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Exploring the Outskirts of Antigua
Craig and Steph's Easter in Guatemala

(Stephanie Smith)
We woke up at 6:30 am and headed to La Fuenta for breakfast. Marcia had left for home bright and early this morning. Craig got an omelette and I got panqueques again. We also had a nice side dish of cantaloupe and papaya. As always the fruits here were incredible. After breakfast we briefly stopped at the hotel where Andre picked us up. Margaret and Tracy rented mountain bikes and went with a group to the surrounding hillsides but we had planned to go to a coffee finca, a music museum, and a butterfly farm, but when we arrived we discovered they were closed for the holiday weekend. So instead we continued down the road to see some of the villages on the outskirts of Antigua. As we climbed higher and higher up the road we ended up in Santa Maria de Jesus, a small Mayan town on the mountainside above Antigua. We went inside a nice church that was festooned with brightly colored banners. The tile flooring was very ornate and once again we were reminded of how nice many of the churches are even when in a town where many of the buildings look a bit worse for wear. There was a small Ferris wheel and a Teletubby amusement ride in the center of the town. It was very interesting to see such a mix of Maya folks in traditional clothing surrounded by big amusement rides. After a short visit we then went to Ciudad Vieja where there was a big white church with yellow trim and some men playing basketball in a court across the street. In the distance was a clothes washing pavillion where a few women had gathered doing thier laundry. Suddenly a large bus pulled up making it the perfect time for us to move along.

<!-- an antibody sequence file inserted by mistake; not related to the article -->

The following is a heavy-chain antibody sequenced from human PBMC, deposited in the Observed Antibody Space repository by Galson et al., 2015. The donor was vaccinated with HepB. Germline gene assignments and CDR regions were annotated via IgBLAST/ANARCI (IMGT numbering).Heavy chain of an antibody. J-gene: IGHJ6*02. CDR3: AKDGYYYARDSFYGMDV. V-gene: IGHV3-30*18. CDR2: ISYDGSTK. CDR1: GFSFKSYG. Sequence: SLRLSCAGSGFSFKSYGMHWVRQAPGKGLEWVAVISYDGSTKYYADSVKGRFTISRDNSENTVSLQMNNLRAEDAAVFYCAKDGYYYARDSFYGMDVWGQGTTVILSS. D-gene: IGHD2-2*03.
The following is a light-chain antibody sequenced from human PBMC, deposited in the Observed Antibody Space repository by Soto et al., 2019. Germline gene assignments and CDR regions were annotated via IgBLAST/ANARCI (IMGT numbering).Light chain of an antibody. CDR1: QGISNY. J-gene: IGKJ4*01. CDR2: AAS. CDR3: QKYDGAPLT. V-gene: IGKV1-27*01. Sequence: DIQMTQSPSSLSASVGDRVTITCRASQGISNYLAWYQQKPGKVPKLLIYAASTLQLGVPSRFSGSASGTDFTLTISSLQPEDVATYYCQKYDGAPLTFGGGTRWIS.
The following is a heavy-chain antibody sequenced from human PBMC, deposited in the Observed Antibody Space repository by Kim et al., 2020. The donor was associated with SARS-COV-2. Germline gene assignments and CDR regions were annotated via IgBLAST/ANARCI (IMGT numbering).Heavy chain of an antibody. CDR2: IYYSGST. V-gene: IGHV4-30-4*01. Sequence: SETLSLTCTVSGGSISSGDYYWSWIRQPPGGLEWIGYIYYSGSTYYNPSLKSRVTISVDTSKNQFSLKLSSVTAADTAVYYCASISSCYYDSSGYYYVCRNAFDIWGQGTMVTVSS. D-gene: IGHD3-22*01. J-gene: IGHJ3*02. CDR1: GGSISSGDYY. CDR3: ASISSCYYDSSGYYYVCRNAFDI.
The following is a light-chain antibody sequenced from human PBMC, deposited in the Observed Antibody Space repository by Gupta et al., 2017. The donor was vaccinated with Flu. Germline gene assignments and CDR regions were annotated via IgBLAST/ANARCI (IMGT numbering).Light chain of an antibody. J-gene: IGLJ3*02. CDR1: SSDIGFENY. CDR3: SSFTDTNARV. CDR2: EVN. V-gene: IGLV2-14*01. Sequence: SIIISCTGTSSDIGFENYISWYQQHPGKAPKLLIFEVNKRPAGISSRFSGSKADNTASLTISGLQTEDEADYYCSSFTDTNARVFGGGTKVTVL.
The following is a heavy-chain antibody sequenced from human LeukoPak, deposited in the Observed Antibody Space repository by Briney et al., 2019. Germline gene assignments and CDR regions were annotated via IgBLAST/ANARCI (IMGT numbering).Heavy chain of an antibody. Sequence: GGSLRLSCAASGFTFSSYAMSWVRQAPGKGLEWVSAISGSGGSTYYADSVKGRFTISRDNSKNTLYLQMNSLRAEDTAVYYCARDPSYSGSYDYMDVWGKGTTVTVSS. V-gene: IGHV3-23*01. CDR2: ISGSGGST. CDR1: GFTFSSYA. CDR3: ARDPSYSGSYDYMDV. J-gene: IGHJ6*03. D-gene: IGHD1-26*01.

Next we went to Valhalla Experimental Station, a macadamia nut farm that is run totally organically. To reduce dust they cover the parking lot with macadamia nut shells, which do not decompose. Although the ground here is very dry, a layer of mulch retains the moisture. Macadamia agriculture absorbs a lot of carbon dioxide. Lorenzo ("Larry"), the man who runs the place, gave us a tour. The size of macadamia nuts can vary widely, so they had created a contraption which used a flat tire to husk the nuts. It looked like something straight out of "Junkyard Wars". Then the nuts are placed on a metal grate and rolled downhill. Depending on the size of the nut, they fall into sorted bags. Larry showed us how all of the organic waste is eaten by worms. He then let us taste some of his macadamia nuts. They were very rich and we were already wondering when we could buy some for ourselves. He then let us try macadamia nut oil on the back of one of our hands and macadamia nut cream on our palms. The scented cream is very nice and not filled with all the chemicals that you find at home so I bought a little to bring back with me. We also bought a package of unsalted nuts, we couldn't resist. Larry did a little makeover on Ann with the macadamia nut products and we were joking about how Ann was glad to be here instead of on the back of a mountain bike as it was a little bit hot in the sun today. Just after we said that Tracy and Margaret appeared on their mountain bikes. Apparently we were in a rather popular stop afterall. It was pretty funny and the timing of it all made us laugh.